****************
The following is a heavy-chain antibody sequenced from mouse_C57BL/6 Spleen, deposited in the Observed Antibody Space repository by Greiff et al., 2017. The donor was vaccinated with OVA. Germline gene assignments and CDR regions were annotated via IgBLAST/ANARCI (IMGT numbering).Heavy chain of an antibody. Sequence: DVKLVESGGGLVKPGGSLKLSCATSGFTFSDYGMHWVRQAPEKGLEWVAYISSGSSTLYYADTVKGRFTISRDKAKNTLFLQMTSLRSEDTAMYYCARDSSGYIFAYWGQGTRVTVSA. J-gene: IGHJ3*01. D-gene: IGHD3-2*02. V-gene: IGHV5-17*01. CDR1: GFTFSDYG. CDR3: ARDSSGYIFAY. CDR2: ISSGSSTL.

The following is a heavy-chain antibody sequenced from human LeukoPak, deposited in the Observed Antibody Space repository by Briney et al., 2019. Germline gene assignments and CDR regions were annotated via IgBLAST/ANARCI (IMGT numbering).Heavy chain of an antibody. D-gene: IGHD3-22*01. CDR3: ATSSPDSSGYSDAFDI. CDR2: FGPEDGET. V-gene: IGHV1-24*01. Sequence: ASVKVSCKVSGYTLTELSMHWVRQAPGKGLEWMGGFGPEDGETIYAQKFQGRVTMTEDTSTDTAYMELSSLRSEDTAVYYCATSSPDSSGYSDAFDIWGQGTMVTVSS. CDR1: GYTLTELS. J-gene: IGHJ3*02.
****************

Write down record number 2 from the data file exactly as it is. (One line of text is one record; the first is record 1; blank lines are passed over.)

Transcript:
The following is a heavy-chain antibody sequenced from human LeukoPak, deposited in the Observed Antibody Space repository by Briney et al., 2019. Germline gene assignments and CDR regions were annotated via IgBLAST/ANARCI (IMGT numbering).Heavy chain of an antibody. D-gene: IGHD3-22*01. CDR3: ATSSPDSSGYSDAFDI. CDR2: FGPEDGET. V-gene: IGHV1-24*01. Sequence: ASVKVSCKVSGYTLTELSMHWVRQAPGKGLEWMGGFGPEDGETIYAQKFQGRVTMTEDTSTDTAYMELSSLRSEDTAVYYCATSSPDSSGYSDAFDIWGQGTMVTVSS. CDR1: GYTLTELS. J-gene: IGHJ3*02.